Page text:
Boris Johnson is back in the UK and preparing for a face-off with MPs in Westminster after his decision to suspend parliament was ruled ‘unlawful’.
Eleven judges at the UK’s highest court unanimously deemed the five-week suspension ‘void and of no effect’ yesterday with MPs being immediately called back to their posts.
The House of Commons opened again this morning, with the prime minister expected to make a statement on the supreme court judgement this afternoon.
Mr Johnson’s RAF flight arrived in London a little over an hour before the scheduled reopening of the Commons at 11.30am.
Commons Speaker John Bercow re-opened parliament by saying: ‘Colleagues, welcome back to our place of work.’
Mr Bercow updated the House about the Supreme Court ruling and said he would make sure the previous prorogation was ‘expunged’ from records and instead is listed as an adjournment.
He added: ‘I will arrange for the citation for that judgement to be entered in the journal of this House and accordingly direct that the item relating to the prorogation of Parliament in the journal of Monday, September 9 is expunged and the House is instead recorded as adjourned at the close of the business.’
Mr Bercow thanked Commons staff for working ‘exceptionally hard over the past 24-hours to prepare for this resumption’.
Attorney General Geoffrey Cox said the government accepts the supreme court judgment, but insists the government acted ‘in good faith’.
He told the Commons: ‘If every time I lost a case, I was called upon to resign, I would probably never have had a practice.’
He added: ‘The government accepts the judgment and accepts that it lost the case and, at all times, the government acted in good faith and in the belief that its approach was both lawful and constitutional.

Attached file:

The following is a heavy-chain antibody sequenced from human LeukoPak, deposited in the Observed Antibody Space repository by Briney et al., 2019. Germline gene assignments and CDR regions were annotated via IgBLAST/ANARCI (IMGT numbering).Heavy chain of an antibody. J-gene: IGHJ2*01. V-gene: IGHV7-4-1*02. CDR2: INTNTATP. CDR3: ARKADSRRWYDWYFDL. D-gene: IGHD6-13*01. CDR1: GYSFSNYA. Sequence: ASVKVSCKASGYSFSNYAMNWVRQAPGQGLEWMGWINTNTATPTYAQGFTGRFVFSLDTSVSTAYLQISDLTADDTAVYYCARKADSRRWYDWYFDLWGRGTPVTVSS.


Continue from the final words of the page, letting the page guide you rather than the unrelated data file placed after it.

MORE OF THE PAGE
‘These are complex matters on which senior and distinguished lawyers will disagree.’
The bombshell legal ruling was a humiliating blow for the PM, who was in New York to attend the United Nations General Assembly.
The Prime Minister faced demands for his resignation from furious opposition parties determined to hold him to account over his Brexit plans.
Downing Street insisted there was no question of him standing aside, despite the Supreme Court ruling there was no ‘reasonable justification’ for his advice to the Queen to prorogue parliament for five weeks.
The row dragged the Queen into Westminster’s bitter Brexit battle, but speaking this morning, senior cabinet minister Michael Gove refused to apologise for the unlawful suspension of parliament.
Mr Gove acknowledged there had been ‘heated responses’ to the ruling but said he ‘did not recognise’ reports that Commons Leader Jacob Rees-Mogg branded the court’s actions a ‘constitutional coup’.
The Chancellor of the Duchy of Lancaster told the BBC: ‘I don’t think that the Government should apologise for having a strong domestic agenda, I don’t think we should apologise also for seeking to advance our exit from the European Union.
‘I don’t think the Government should apologise also for saying that we are attempting to honour the democratic will of the British people.’
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